Jacqueline and Martin Brooks, The Case for Constructivist Classrooms.



Constructivism is a philosophy of career development founded on the premise that, by reflecting on our own individual experiences, we construct our own understandings of what our life careers should be and what our lives should mean to us. We continuously update our understandings of these things based on new experiences or new ways of understanding. Career construction is thus the business of finding purpose and meaning in life and of bringing one’s career into agreement with this meaning.


There are several guiding principles of constructivism:

  1. Our life careers are the expressions of our meanings as individuals. Hence the search for a career path is a search for one's own purpose and meaning. It seems most natural to start the search for meaning with the issues that are of most pressing concern to the person whose life career is to be constructed (and in any case not the career developer!). (Notice, please, that I did not say that one’s work is the expression of one’s meaning. This is not true at all for everyone.)

  2. For a person to construct meaning she or he must make many connections—for her- or himself—amongst the many new and old experiences that relate to her or life career. The construction and comprehension of meaning is a fundamental purpose of career development.

  3. As career developers we can listen actively to clients to try to understand how they model the meanings and purposes of their lives, and how these things are reflected in their careers. There is lots of scope for interesting probing into how clients make these connections and how clients look for improvement or find satisfaction or frustration.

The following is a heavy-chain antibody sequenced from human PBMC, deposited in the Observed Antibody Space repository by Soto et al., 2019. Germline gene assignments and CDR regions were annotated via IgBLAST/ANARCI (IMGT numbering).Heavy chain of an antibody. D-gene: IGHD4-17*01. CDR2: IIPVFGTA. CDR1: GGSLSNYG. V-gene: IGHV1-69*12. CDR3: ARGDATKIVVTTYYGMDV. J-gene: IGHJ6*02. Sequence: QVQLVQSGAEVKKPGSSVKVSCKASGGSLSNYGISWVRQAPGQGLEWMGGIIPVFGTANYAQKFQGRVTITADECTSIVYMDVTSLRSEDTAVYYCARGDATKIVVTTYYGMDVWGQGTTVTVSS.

4. We want the client to assume the rôle of “expert” as far as his own life is concerned because it happens to be true. The task of the career developer is to support the client in improving her or his skills in personal construction work.

How Constructivism Impacts Career Development

Process–Constructivism calls for the elimination of one-size-fits-none approaches. Instead, it promotes making full use of the clients’ own available experience. As with constructivist learning, constructivist career development emphasises hands-on knowledge and experience acquisition.

Consultations with clients–Career developers find out what clients want to know: what is satisfactory or unsatisfactory about their current life career, what other career patterns appeal to them, and so on. We suggest ways of probing possibilities or ways of summarising thoughts.